One thing to keep in mind is that the pins are specified as 3.3V input. That means you don’t want to put 5V into them. Feeding it 5V might cause glitches, or could break the board completely.

To get at the pins, we can use the Linux sysfs interface. You will note a big fat deprecation warning at the top. The new way to do it is with gpio-cdev, which requires some ioctl() calls. Since this is more difficult to handle–it requires importing some constants from the kernel headers, instead of just accessing files–we’ll stick with the sysfs interface for now. That said, if someone would like to make a CPAN module that provides those kernel symbols (and maybe the ones for I2C and SPI, as well), I would welcome that.

Here’s what we need to do:

  • Make the pin accessible by writing the pin number to /sys/class/gpio/export
  • Set the pin as an input pin by writing “in” to /sys/class/gpioN/direction (where N is the pin number)
  • Read the current value from /sys/class/gpioN/value
  • Since pullups are active, a pin not connected to anything will output a 1, and connecting it to ground will give you a 0

You can connect a wire from a ground pin to the pin you select, and the value output should go from 1 to 0.

You may be wondering why this is backwards; don’t you want to see a 1 when something is connected? The reason is pullup resistors. If a pin is disconnected, it will tend to “float”, picking up interference from the electronics around it. That results in getting random 0’s and 1’s. If you instead connect a resistor tied to high voltage, 1 is what you consistently get on the pin. If you then connect that pin to ground, it will see a 0 instead. We just have to remember that the whole thing is backwards from what we normally expect–1 for disconnected, 0 for connected.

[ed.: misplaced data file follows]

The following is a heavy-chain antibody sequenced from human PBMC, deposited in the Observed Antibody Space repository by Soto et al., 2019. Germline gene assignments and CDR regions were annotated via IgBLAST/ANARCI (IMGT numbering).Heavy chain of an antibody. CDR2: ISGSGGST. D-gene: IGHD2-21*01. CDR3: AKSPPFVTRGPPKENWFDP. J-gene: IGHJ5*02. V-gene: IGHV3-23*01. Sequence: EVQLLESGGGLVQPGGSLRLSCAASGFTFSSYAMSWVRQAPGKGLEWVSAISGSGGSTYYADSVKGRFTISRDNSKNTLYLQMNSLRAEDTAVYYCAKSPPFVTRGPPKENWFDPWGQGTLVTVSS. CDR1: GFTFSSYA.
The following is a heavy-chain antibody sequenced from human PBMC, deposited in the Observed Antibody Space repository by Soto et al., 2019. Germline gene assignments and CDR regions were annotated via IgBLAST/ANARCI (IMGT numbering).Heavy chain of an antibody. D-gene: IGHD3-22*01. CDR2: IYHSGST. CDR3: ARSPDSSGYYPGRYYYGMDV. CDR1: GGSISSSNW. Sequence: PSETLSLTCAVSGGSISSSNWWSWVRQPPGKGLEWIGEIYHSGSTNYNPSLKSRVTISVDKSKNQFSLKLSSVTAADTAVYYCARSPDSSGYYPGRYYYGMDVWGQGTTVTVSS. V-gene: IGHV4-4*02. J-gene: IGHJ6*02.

The full program is at the end of the article. The export_pin and set_input functions both take a pin number and ask the kernel to export it for use or set it as input (respectively). The read_pin function takes a pin and returns its current value (either 1 or 0). The write_pin function is just a helper function for doing the file IO for other functions.

At the very bottom is the code to wrap all this together. We export the pin passed in from the command line, set it as input, and then read the pin in a loop. By outputting “\r”, the previously printed value is overwritten in the terminal, rather than having one long string of values. Since we’re using the Time::HiRes version of sleep, we can use seconds in floating point to slow the output down without being too slow.

I’ve been waiting for a board like this for a while, packing in a multicore processor, networking, a full sized USB jack, and running on Linux in a sub $20 price range. This might be a new favorite.

use v5.26;
use warnings;
use Time::HiRes 'sleep';

use constant BASE_PATH => '/sys/class/gpio';
use constant SLEEP_TIME => 0.1;

my $GPIO = shift or usage();
$GPIO =~ /\A\d+\z/ or usage();

sub set_input
    my ($pin) = @_;
    return write_pin( '/gpio' . $pin . '/direction', "in" );

sub export_pin
    my ($pin) = @_;
    return write_pin( '/export', $pin );

sub read_pin
    my ($pin) = @_;
    my $full_path = BASE_PATH . '/gpio' . $pin . '/value';
    open( my $in, '<', $full_path )
        or die "Can't read from $full_path: $!\n";
    my $data = '';
    while( my $line = <$in> ) {
        $data .= $line;

    close( $in );
    return $data;

sub write_pin
    my ($path, $data) = @_;
    my $full_path = BASE_PATH . $path;
    open( my $out, '>', $full_path )
        or die "Can't write to $full_path: $!\n";
    print $out "$data";
    close $out;

sub usage
    die "Usage: <pin number>\n";

export_pin( $GPIO );
set_input( $GPIO );
$| = 1; # Autoflush output
while( 1 ) {
    my $in = read_pin( $GPIO );
    chomp $in;
    print "$in\r";
    sleep SLEEP_TIME;


Timm Murray

Timm Murray is a Perl programmer and hardware specialist. He is the creator of UAV::Pilot the de-facto standard Perl drone library. He regularly blogs about Perl and hardware hacking.